Would that we had the manly courage always to work for spiritual ends, even in the externals of our life. The great trouble with most men, to-day, is that they do not elevate their minds, to see things in spiritual light; but are in the habit of regarding everything, even religion, in a crude external way, and from the senses; But every external thing should be associated with its inward life. We should value the external because of its connection with its internal.
For instance: what draws your heart and your thought towards a dear little child who has gone before you to the heavens, more than his little shoe, carrying in its familiar outlines, the form of the little foot that once filled it? And yet, of all the things associated with the form of your dear little child, his shoe is the most external, and it belonged to the lowest and least important part of his body.
But, when the empty shoe lies before your memory and affection seem to bring back the whole form of the loved one, to take his place. The little foot seems to return to the empty shoe; and, with the foot, comes the entire form. And, in fact, what is the bodily form, but the external of the real child, the soul, that you love? During the life of your little boy, on earth, how carefully and tenderly you provided proper shoes for his little feet, that they might not cause him pain. And did you not as carefully, and as tenderly, try to lead him into such externals of feeling, thought and conduct, as would properly serve his opening spirit, without injury to its growing life? Did you not remember that all things that this outward world can afford your child, are, to his human spirit, only what the shoes are to the feet that fill them? They are externals, but important, as serving, or restraining, the growing spirit, within.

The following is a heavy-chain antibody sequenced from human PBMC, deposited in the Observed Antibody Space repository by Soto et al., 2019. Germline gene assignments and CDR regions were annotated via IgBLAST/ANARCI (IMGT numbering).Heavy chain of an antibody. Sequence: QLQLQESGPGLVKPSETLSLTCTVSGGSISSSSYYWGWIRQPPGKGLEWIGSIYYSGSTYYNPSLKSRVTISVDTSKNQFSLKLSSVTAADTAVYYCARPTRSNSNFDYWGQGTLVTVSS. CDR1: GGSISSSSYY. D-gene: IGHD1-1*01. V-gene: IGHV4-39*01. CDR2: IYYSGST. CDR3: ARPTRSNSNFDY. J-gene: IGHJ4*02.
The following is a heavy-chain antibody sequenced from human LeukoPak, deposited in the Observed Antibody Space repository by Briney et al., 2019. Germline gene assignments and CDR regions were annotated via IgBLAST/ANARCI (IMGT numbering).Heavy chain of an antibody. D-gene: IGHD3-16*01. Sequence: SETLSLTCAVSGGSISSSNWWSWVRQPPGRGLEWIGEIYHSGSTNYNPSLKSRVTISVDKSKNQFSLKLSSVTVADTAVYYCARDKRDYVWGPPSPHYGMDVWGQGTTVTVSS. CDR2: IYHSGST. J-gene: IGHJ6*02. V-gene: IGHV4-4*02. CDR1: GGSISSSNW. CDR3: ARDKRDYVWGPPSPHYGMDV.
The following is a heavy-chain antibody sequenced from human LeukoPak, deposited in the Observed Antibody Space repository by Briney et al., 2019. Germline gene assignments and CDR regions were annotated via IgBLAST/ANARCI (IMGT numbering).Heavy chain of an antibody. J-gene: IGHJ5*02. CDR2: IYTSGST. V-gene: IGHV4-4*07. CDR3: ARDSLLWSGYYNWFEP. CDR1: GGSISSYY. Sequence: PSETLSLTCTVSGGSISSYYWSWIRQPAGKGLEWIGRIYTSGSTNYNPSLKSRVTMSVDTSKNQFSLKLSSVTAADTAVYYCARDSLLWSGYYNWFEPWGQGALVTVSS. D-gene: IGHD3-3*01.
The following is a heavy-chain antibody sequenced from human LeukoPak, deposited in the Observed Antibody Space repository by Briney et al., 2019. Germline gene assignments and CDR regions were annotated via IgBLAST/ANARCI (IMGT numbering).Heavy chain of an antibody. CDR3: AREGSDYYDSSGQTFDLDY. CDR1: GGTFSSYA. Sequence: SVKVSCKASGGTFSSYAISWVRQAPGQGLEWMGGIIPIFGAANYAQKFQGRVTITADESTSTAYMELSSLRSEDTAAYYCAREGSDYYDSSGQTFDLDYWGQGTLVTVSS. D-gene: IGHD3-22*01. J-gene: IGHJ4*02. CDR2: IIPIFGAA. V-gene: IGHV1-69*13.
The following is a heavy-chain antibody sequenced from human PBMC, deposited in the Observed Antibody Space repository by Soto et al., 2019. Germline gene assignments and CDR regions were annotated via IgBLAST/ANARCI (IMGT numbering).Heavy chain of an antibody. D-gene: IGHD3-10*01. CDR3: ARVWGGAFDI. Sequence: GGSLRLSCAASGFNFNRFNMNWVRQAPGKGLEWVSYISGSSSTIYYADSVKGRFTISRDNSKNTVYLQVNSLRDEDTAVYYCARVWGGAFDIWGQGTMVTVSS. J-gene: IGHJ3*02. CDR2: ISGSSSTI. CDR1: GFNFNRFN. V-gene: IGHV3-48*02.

Author: Edward Craig Mitchell 1887